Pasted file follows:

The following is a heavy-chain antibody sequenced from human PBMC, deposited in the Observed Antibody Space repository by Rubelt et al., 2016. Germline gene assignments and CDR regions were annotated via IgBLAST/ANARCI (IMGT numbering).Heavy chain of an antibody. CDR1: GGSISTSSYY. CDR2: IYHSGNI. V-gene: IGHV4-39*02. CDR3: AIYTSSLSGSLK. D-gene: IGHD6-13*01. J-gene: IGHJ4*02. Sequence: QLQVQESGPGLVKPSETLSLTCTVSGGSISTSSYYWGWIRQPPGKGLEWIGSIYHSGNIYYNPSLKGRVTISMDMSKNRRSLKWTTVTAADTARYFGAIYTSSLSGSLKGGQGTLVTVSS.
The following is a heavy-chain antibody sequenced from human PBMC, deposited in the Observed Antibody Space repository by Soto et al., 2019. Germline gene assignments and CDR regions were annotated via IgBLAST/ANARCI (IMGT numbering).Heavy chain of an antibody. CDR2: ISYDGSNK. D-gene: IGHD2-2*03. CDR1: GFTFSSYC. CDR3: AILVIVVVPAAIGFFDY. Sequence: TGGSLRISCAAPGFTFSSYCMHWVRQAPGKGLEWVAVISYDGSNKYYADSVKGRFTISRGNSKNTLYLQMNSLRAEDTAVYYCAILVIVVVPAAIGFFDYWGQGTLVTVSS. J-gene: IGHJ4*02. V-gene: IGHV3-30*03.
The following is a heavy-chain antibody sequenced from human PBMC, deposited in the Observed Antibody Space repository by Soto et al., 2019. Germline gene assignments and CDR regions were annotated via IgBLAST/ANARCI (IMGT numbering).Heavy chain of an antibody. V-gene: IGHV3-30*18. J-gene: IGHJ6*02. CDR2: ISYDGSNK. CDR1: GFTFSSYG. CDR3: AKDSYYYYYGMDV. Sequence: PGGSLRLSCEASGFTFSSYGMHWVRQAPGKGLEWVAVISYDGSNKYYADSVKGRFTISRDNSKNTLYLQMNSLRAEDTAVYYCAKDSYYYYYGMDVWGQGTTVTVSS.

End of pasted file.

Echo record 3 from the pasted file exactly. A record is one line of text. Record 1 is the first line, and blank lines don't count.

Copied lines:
The following is a heavy-chain antibody sequenced from human PBMC, deposited in the Observed Antibody Space repository by Soto et al., 2019. Germline gene assignments and CDR regions were annotated via IgBLAST/ANARCI (IMGT numbering).Heavy chain of an antibody. V-gene: IGHV3-30*18. J-gene: IGHJ6*02. CDR2: ISYDGSNK. CDR1: GFTFSSYG. CDR3: AKDSYYYYYGMDV. Sequence: PGGSLRLSCEASGFTFSSYGMHWVRQAPGKGLEWVAVISYDGSNKYYADSVKGRFTISRDNSKNTLYLQMNSLRAEDTAVYYCAKDSYYYYYGMDVWGQGTTVTVSS.